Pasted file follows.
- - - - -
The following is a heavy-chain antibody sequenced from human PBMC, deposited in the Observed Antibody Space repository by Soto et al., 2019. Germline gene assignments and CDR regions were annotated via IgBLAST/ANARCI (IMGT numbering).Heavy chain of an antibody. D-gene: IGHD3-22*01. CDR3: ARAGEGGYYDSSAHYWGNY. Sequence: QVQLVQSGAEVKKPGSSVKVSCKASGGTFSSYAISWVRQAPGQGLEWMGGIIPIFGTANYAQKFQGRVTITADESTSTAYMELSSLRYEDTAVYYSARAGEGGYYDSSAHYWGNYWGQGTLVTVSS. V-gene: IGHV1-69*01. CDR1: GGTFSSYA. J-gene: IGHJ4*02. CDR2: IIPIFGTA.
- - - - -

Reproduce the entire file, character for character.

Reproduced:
The following is a heavy-chain antibody sequenced from human PBMC, deposited in the Observed Antibody Space repository by Soto et al., 2019. Germline gene assignments and CDR regions were annotated via IgBLAST/ANARCI (IMGT numbering).Heavy chain of an antibody. D-gene: IGHD3-22*01. CDR3: ARAGEGGYYDSSAHYWGNY. Sequence: QVQLVQSGAEVKKPGSSVKVSCKASGGTFSSYAISWVRQAPGQGLEWMGGIIPIFGTANYAQKFQGRVTITADESTSTAYMELSSLRYEDTAVYYSARAGEGGYYDSSAHYWGNYWGQGTLVTVSS. V-gene: IGHV1-69*01. CDR1: GGTFSSYA. J-gene: IGHJ4*02. CDR2: IIPIFGTA.